What we get with this query are records where "tornado" is somewhere in the text string, but in addition to that, here are a couple of records in the result set where there are also matches for "tornado" as lexeme ("tornado-like" and "tornadoes"):

state           | KENTUCKY
begin_date_time | 2018-04-03 18:08:00
event_type      | Thunderstorm Wind
event_narrative | A 1.5 mile wide swath of winds gusting to around 95 mph created **tornado-like** damage along Kentucky Highway 259 in Edmons
on County. The winds, extending 3/4 of a mile north and south of Bee Spring, destroyed or heavily damaged several small outbuildings, tore
part of the roof off of one home, uprooted and snapped the trunks of numerous trees, and snapped around a dozen power poles. Several othe
r homes sustained roof damage, and wind-driven hail shredded vinyl siding on a number of buildings.
state           | WISCONSIN
begin_date_time | 2018-08-28 15:30:00
event_type      | Thunderstorm Wind
event_narrative | A swath of widespread tree and crop damage across the southern portion of the county. Sections of trees and crops compl
etely flattened, and some structural damage from fallen trees or due to the strong downburst winds. Various roads closed due to fallen tre
es. Two semi-trucks were overturned on highway 57 in Waldo. The widespread wind damage and tornadoes caused structural damage to many home
s with 70 homes sustaining affected damage, 3 homes with minor damage, 2 homes with major damage, one home destroyed, and 2 businesses wit
h minor damage.

Searching for Phrases

One way to handle phrases as search terms is to use the & (AND) or <-> (FOLLOWED BY) Boolean operators with the tsquery.

For example, if we want to search for the phrase "rain of debris":

SELECT state, begin_date_time, event_type, event_narrative
FROM se_details
WHERE ts @@ to_tsquery('english', **'rain & of & debris'**);

The search phrase gets normalized to 'rain' & 'debri'. The order doesn't matter as long as both 'rain' and 'debri' have matches in the document, such as this example:

A debris flow caused by heavy rain on a saturated hillside blocked the Omak River Road one mile south of the intersection with State Route 97.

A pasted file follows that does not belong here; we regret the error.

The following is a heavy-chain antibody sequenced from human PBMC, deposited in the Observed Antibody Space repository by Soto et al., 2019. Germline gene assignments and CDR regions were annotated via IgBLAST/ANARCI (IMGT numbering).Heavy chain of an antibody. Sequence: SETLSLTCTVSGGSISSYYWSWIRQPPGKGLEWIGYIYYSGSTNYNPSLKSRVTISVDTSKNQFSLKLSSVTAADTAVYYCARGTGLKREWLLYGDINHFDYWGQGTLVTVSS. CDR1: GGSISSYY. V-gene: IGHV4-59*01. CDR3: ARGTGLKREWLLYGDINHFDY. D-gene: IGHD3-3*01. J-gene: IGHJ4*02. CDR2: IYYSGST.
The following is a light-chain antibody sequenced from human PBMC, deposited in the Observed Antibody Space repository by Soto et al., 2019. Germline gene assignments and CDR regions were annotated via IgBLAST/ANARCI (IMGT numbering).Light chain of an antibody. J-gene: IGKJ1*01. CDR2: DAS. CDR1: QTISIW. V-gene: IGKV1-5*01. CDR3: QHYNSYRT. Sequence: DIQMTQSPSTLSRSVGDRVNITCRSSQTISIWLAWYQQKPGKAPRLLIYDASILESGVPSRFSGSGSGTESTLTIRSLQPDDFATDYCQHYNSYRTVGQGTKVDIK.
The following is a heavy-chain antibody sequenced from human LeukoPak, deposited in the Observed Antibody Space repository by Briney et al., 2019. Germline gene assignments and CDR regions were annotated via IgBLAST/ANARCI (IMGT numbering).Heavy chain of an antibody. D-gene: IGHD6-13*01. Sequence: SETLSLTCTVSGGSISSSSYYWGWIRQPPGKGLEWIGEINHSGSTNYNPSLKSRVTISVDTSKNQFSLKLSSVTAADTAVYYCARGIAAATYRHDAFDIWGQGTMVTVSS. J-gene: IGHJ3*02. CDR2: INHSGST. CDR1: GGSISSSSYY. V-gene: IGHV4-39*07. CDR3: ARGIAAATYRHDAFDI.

If we do to_tsquery('english', 'rain <-> of <-> debris') the tsquery value is 'rain' <2> 'debri', meaning it will only match where 'rain' is followed by 'debri' precisely two positions away, such as here:

Heavy rain caused debris flows on the Coal Hollow Fire and Tank Hollow Fire burn scars.

(This was actually the only match, so using the <-> operator is a little bit more restrictive.)

The phraseto_tsquery function can also parse the phrase itself, and inserts <N> between lexemes where N is the integer position of the next lexeme when counting from the preceding one. This function doesn't recognize operators unlike to_tsquery; for example, we can just pass in the entire phrase like so:

phraseto_tsquery('english', 'rain of debris')

The tsquery value is 'rain' <2> 'debri' like above, so phraseto_tsquery also accounts for positioning.

Functions for Weighting and Ranking Search Results

One very common use case for assigning different weights and ranking is searching on articles. For example, you may want to merge the article title and abstract or content together for search, but want matches on title to be considered more relevant and thus rank higher.

Going back to our storm events example, our data table also has an episode_narrative column in addition to event_narrative. For storm data, an event is an individual type of storm event (e.g. flood, hail), while an episode is an entire storm system and could contain many different types of events.

Let's say we want to be able to carry out a full-text search on event as well as episode narratives, but have decided that the event narrative should weigh more than the episode narratives. We could define the ts column like this instead:

ALTER TABLE se_details ADD COLUMN ts tsvector
     **(setweight(to_tsvector('english', coalesce(event_narrative, '')), 'A') ||**
     **setweight(to_tsvector('english', coalesce(episode_narrative, '')), 'B'))** STORED;